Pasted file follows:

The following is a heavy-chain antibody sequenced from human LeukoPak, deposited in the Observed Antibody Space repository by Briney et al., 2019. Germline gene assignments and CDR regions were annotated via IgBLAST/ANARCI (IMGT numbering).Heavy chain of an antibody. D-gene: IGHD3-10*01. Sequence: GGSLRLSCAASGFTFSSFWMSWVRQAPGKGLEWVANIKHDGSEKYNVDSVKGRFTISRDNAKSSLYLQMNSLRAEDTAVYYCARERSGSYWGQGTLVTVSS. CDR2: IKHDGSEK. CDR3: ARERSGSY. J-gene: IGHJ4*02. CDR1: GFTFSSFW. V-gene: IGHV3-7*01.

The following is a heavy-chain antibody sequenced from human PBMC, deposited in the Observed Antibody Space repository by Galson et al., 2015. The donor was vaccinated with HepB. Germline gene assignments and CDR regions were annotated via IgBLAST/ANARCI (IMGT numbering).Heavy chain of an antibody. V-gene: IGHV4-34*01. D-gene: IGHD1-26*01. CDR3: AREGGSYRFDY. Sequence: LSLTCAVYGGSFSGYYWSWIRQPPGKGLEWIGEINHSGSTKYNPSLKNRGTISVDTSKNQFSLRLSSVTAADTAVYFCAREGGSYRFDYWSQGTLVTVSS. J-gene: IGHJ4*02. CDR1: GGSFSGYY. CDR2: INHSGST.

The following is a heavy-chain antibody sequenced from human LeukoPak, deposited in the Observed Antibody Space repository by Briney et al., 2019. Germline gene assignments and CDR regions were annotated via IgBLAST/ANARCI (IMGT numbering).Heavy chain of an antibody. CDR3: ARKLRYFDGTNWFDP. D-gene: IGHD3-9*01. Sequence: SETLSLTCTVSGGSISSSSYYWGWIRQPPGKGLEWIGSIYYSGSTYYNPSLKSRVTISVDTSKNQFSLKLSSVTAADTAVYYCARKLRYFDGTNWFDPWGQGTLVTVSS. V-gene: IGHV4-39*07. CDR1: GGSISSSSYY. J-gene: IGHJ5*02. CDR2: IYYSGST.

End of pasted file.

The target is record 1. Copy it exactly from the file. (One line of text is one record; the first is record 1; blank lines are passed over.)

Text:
The following is a heavy-chain antibody sequenced from human LeukoPak, deposited in the Observed Antibody Space repository by Briney et al., 2019. Germline gene assignments and CDR regions were annotated via IgBLAST/ANARCI (IMGT numbering).Heavy chain of an antibody. D-gene: IGHD3-10*01. Sequence: GGSLRLSCAASGFTFSSFWMSWVRQAPGKGLEWVANIKHDGSEKYNVDSVKGRFTISRDNAKSSLYLQMNSLRAEDTAVYYCARERSGSYWGQGTLVTVSS. CDR2: IKHDGSEK. CDR3: ARERSGSY. J-gene: IGHJ4*02. CDR1: GFTFSSFW. V-gene: IGHV3-7*01.